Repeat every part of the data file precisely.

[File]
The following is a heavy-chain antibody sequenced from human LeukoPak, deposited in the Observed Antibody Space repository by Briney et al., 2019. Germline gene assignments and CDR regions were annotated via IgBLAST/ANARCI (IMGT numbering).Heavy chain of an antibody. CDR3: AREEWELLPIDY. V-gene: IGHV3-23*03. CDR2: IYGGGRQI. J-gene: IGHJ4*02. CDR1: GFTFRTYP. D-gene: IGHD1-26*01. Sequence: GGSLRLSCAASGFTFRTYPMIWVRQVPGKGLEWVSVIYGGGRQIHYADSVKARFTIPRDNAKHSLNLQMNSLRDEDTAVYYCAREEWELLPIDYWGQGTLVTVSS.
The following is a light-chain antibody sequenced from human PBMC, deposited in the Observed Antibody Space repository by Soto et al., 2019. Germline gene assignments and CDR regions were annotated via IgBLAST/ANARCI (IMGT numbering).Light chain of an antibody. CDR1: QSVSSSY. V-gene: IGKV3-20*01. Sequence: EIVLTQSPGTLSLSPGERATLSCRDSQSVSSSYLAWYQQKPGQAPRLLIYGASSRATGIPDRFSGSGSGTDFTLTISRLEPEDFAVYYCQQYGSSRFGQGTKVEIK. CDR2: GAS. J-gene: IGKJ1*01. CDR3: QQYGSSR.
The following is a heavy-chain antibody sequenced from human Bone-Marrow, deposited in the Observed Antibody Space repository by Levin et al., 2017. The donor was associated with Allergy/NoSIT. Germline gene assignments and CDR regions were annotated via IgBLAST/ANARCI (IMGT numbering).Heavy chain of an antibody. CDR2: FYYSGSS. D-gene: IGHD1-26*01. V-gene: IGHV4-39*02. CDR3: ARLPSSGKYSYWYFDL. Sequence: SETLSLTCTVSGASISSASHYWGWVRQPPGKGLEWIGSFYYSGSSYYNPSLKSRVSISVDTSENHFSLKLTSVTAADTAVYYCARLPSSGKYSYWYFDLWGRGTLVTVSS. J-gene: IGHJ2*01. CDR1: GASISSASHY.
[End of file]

The following is a heavy-chain antibody sequenced from human LeukoPak, deposited in the Observed Antibody Space repository by Briney et al., 2019. Germline gene assignments and CDR regions were annotated via IgBLAST/ANARCI (IMGT numbering).Heavy chain of an antibody. CDR3: AREEWELLPIDY. V-gene: IGHV3-23*03. CDR2: IYGGGRQI. J-gene: IGHJ4*02. CDR1: GFTFRTYP. D-gene: IGHD1-26*01. Sequence: GGSLRLSCAASGFTFRTYPMIWVRQVPGKGLEWVSVIYGGGRQIHYADSVKARFTIPRDNAKHSLNLQMNSLRDEDTAVYYCAREEWELLPIDYWGQGTLVTVSS.
The following is a light-chain antibody sequenced from human PBMC, deposited in the Observed Antibody Space repository by Soto et al., 2019. Germline gene assignments and CDR regions were annotated via IgBLAST/ANARCI (IMGT numbering).Light chain of an antibody. CDR1: QSVSSSY. V-gene: IGKV3-20*01. Sequence: EIVLTQSPGTLSLSPGERATLSCRDSQSVSSSYLAWYQQKPGQAPRLLIYGASSRATGIPDRFSGSGSGTDFTLTISRLEPEDFAVYYCQQYGSSRFGQGTKVEIK. CDR2: GAS. J-gene: IGKJ1*01. CDR3: QQYGSSR.
The following is a heavy-chain antibody sequenced from human Bone-Marrow, deposited in the Observed Antibody Space repository by Levin et al., 2017. The donor was associated with Allergy/NoSIT. Germline gene assignments and CDR regions were annotated via IgBLAST/ANARCI (IMGT numbering).Heavy chain of an antibody. CDR2: FYYSGSS. D-gene: IGHD1-26*01. V-gene: IGHV4-39*02. CDR3: ARLPSSGKYSYWYFDL. Sequence: SETLSLTCTVSGASISSASHYWGWVRQPPGKGLEWIGSFYYSGSSYYNPSLKSRVSISVDTSENHFSLKLTSVTAADTAVYYCARLPSSGKYSYWYFDLWGRGTLVTVSS. J-gene: IGHJ2*01. CDR1: GASISSASHY.